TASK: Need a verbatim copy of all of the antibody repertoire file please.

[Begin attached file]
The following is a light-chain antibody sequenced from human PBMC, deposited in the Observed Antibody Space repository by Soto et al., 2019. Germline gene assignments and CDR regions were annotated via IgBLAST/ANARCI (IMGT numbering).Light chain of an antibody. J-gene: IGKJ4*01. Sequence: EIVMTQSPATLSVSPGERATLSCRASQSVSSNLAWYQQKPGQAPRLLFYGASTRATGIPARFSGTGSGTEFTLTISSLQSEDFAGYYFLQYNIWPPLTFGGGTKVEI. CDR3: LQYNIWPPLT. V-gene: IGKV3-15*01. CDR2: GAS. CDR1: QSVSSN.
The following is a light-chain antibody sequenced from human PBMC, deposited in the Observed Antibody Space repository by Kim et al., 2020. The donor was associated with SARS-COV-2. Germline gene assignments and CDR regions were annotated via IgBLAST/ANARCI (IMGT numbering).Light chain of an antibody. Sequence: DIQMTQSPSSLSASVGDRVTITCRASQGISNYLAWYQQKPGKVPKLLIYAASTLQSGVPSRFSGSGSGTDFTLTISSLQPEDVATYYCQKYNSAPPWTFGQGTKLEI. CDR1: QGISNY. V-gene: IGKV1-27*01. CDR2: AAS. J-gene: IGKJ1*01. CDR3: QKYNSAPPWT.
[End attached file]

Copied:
The following is a light-chain antibody sequenced from human PBMC, deposited in the Observed Antibody Space repository by Soto et al., 2019. Germline gene assignments and CDR regions were annotated via IgBLAST/ANARCI (IMGT numbering).Light chain of an antibody. J-gene: IGKJ4*01. Sequence: EIVMTQSPATLSVSPGERATLSCRASQSVSSNLAWYQQKPGQAPRLLFYGASTRATGIPARFSGTGSGTEFTLTISSLQSEDFAGYYFLQYNIWPPLTFGGGTKVEI. CDR3: LQYNIWPPLT. V-gene: IGKV3-15*01. CDR2: GAS. CDR1: QSVSSN.
The following is a light-chain antibody sequenced from human PBMC, deposited in the Observed Antibody Space repository by Kim et al., 2020. The donor was associated with SARS-COV-2. Germline gene assignments and CDR regions were annotated via IgBLAST/ANARCI (IMGT numbering).Light chain of an antibody. Sequence: DIQMTQSPSSLSASVGDRVTITCRASQGISNYLAWYQQKPGKVPKLLIYAASTLQSGVPSRFSGSGSGTDFTLTISSLQPEDVATYYCQKYNSAPPWTFGQGTKLEI. CDR1: QGISNY. V-gene: IGKV1-27*01. CDR2: AAS. J-gene: IGKJ1*01. CDR3: QKYNSAPPWT.